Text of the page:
Youth suicide deaths: Investigation of clinical predictors in a statewide sample
Keeshin, B.R., Gray, D., Zhang, C., Presson, A.P., & Coon, H.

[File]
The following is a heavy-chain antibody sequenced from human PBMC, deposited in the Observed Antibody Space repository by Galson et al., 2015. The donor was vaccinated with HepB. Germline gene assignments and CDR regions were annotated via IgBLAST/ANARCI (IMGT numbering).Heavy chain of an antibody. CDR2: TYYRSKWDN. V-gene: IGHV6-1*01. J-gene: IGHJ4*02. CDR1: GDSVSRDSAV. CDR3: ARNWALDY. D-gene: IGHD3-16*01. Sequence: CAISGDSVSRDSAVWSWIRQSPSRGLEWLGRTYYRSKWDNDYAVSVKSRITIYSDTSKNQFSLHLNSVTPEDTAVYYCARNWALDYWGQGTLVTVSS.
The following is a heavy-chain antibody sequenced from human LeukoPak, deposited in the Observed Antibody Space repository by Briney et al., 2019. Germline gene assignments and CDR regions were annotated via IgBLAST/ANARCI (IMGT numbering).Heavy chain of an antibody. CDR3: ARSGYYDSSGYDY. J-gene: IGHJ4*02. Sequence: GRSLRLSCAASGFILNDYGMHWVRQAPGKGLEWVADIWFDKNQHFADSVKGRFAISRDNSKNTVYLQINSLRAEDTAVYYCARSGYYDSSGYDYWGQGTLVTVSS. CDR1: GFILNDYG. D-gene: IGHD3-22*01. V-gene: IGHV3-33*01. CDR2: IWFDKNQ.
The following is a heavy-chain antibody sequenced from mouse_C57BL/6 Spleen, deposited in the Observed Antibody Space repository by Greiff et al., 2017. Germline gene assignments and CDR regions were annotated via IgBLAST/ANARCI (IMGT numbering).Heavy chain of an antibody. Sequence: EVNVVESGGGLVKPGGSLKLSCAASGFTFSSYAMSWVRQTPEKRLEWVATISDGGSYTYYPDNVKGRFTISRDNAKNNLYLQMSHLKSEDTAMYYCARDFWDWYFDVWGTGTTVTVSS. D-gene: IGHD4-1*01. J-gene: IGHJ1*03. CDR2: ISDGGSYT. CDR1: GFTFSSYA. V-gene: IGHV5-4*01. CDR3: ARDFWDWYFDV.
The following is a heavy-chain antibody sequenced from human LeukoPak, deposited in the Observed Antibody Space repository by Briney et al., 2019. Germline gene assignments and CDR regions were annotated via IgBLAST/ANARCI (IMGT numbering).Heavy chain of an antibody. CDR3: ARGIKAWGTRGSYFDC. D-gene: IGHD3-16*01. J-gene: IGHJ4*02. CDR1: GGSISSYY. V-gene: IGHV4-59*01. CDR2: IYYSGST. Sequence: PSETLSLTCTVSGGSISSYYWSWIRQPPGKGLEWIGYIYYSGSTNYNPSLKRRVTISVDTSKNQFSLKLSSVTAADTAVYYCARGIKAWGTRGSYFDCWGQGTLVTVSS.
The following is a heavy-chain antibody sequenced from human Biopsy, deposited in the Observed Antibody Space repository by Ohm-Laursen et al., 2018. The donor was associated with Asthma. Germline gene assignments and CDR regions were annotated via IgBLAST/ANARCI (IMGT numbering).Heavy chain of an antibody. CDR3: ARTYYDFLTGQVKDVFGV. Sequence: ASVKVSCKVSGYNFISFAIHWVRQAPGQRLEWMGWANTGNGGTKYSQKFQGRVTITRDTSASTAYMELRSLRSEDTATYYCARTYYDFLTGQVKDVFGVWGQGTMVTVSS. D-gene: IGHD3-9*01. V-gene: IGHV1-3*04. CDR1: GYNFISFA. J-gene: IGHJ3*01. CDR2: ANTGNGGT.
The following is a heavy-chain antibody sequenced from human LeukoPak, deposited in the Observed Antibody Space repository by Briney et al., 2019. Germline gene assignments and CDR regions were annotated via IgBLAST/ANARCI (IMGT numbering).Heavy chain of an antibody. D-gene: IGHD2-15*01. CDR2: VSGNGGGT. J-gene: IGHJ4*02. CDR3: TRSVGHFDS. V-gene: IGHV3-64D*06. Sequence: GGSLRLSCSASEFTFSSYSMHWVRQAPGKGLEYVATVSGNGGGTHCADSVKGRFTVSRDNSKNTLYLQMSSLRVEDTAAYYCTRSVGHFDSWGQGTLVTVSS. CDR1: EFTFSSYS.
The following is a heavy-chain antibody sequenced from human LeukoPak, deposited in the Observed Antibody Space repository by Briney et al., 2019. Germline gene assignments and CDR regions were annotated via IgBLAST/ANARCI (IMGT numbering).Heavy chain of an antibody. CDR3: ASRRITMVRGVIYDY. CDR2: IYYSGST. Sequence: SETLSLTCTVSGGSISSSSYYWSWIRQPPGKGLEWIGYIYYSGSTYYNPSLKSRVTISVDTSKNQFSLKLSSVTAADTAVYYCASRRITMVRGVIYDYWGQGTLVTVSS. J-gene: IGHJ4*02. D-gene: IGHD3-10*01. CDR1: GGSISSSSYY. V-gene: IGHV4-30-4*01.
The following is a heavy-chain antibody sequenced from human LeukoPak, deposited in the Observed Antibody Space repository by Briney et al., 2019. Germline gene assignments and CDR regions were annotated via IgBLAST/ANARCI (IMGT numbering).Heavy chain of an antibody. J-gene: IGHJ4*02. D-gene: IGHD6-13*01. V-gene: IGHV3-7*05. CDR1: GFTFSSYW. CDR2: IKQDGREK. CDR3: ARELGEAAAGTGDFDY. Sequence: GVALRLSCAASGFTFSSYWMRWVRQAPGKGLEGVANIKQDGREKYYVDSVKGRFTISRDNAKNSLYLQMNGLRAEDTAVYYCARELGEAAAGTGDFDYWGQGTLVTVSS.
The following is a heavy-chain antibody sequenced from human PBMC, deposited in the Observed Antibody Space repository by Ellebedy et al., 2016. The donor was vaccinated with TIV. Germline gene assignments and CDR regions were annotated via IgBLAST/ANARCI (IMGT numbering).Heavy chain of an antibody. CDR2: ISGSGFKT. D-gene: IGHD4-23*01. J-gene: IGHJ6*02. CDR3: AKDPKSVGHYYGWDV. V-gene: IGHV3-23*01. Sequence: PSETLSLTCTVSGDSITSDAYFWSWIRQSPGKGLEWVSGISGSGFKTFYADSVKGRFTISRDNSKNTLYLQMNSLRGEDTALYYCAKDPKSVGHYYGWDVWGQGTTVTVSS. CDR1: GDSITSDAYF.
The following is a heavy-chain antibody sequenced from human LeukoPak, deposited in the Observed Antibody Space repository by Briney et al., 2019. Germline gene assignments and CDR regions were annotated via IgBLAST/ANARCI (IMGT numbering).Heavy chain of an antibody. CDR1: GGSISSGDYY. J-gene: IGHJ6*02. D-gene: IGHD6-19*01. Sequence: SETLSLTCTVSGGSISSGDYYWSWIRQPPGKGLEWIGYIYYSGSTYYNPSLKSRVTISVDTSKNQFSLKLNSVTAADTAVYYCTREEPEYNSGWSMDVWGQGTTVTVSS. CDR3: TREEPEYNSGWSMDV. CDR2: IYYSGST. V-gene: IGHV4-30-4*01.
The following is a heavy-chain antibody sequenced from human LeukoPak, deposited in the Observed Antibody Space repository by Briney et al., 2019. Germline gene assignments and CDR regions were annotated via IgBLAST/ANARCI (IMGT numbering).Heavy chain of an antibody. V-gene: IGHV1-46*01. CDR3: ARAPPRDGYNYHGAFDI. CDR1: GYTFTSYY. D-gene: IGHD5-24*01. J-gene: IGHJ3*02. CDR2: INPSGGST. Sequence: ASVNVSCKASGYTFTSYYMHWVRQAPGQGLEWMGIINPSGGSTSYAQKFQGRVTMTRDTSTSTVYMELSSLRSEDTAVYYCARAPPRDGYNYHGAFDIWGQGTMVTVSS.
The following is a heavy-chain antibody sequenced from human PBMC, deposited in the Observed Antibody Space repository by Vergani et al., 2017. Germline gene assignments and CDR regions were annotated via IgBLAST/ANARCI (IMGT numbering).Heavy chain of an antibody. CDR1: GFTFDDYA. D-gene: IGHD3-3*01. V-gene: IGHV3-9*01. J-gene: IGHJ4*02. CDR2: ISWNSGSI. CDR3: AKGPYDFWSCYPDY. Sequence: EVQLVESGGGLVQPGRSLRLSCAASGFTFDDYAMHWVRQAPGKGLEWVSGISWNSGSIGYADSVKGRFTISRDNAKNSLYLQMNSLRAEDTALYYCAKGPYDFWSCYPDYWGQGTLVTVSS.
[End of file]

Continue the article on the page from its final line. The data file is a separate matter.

Death by suicide is a significant cause of mortality among youth. However, there is limited information on the demographic and clinical factors associated with youth suicide deaths. The objective of this study was to link large statewide databases to describe demographic, clinical, and cause of death characteristics among youth who died by suicide. We examined 1,218 decedents under age 26 who died by suicie between 2000 and 2014. Eighteen died before age 12, 53 died between ages 12 and 14, 292 died between ages 15 and 18, and 855 died between ages 19 and 25. Most were male (83%), and firearm was most common cause of death; 28% previously attempted suicide, 31% had a mental health diagnosis, and 17% were prescribed psychotropic medication. Younger children died by hanging/smothering (89% of all 7‐ to 11‐year olds), and overdose/poisoning increased progressively with age. Adolescents had a higher proportion of females than young adults (23% vs. 14%, p = .002). Combining data from the medical examiner and large hospital systems allows examination of youth suicide from a developmental perspective. Differences between age groups included gender, method, diagnosed mental illness, and diagnosis of attention deficit hyperactivity disorder. These data point to missed opportunities for effective interventions for specific developmental stages.